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Two actors on a stage surrounded by an audience. Some members of the audience are standing and making gestures, which are creating sounds in the theatre
Audience motion creates sound during a performance. Photo by David Rokeby
Technology

The Technologies That Are Transforming Theatre

A new BMO-supported lab at U of T investigates the creative potential for AI in the arts

A new U of T lab, supported by a $5-million gift from BMO Financial Group, will bring together the disparate worlds of artificial intelligence and theatre to generate new ways of thinking about and experiencing both.

David Rokeby, the director of the BMO Lab for Creative Research in the Arts, Performance, Emerging Technologies and AI, says the facility will give students and researchers the chance to explore the differences – and connections – between human and machine intelligence. “One of my concerns is that in our amazement and fear of AI, we lose sight of the nature of our own intelligence,” says Rokeby. “Machine learning systems should be respectful of what we care about as human beings.”

At the BMO Lab’s opening last fall, a demo project featured an actor performing lines from Shakespeare’s The Tempest, using gestures and a hidden sensor on his wrist to conjure thunder from the public address system and lightning from the stage lights.

Rokeby explains that the BMO Lab aims to investigate the creative potential for artificial intelligence and other emerging technologies in three novel ways.

Advancing the artist’s craft

The first will explore technology’s role in advancing the theatre arts themselves. Game-playing AI algorithms, such as Google’s AlphaZero, are transforming how grandmasters play chess. Similarly, Rokeby anticipates that advanced technologies could conjure extraordinary performances out of actors and other artists. “We can deploy technology to advance an artist’s craft,” he says.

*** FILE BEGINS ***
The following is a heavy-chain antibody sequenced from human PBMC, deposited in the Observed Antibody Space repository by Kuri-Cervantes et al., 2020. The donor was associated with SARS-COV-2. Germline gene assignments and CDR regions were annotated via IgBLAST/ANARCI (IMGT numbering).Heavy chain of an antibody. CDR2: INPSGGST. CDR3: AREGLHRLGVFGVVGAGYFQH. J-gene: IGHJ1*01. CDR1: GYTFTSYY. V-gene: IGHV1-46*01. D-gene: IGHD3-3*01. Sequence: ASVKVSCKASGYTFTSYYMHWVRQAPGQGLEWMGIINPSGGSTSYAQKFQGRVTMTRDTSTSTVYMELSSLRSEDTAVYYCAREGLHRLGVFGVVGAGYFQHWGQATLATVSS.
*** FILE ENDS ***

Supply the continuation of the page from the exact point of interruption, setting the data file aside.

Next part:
The script that writes itself

Second, the BMO Lab aims to work with scientists and engineers in the early stages of developing a new technology for the arts. This will enable BMO Lab participants to help shape the technology based on their experience using it, while inventors and engineers gain unique feedback that’s typically not available to them. Already, the lab is experimenting with software that uses AI to assist with scriptwriting, for example. 1 “I’m interested in the possibilities of a play that’s continually writing itself during the performance – in response to things members of the audience say, or to what the actors are doing on stage,” Rokeby says.

He cautions, though, that what makes good research may not always make for a good performance and vice versa. “We want to make sure that we’re not a slave to either of those – that we can find where those two things meet and really run with it.”

Inviting the public in

Third, Rokeby hopes to attract Canadian and international artists to the BMO Lab to create theatrical works that will bring the public face to face with emerging technologies, such as AI, augmented reality and the Internet of Things. 2

A crucial aspect of the lab is that all students will be equally involved in the creative process, regardless of their field of study. For now, the lab will offer one course, and several summer research internships, which are open to students from a variety of disciplines.

  1. The lab’s tech partner for this is OpenAI, a startup co-founded by U of T grad Ilya Sutskever
  2. Guests have included Kyle McDonald, an L.A. artist who works with code, and Montreal animator Dale Hayward

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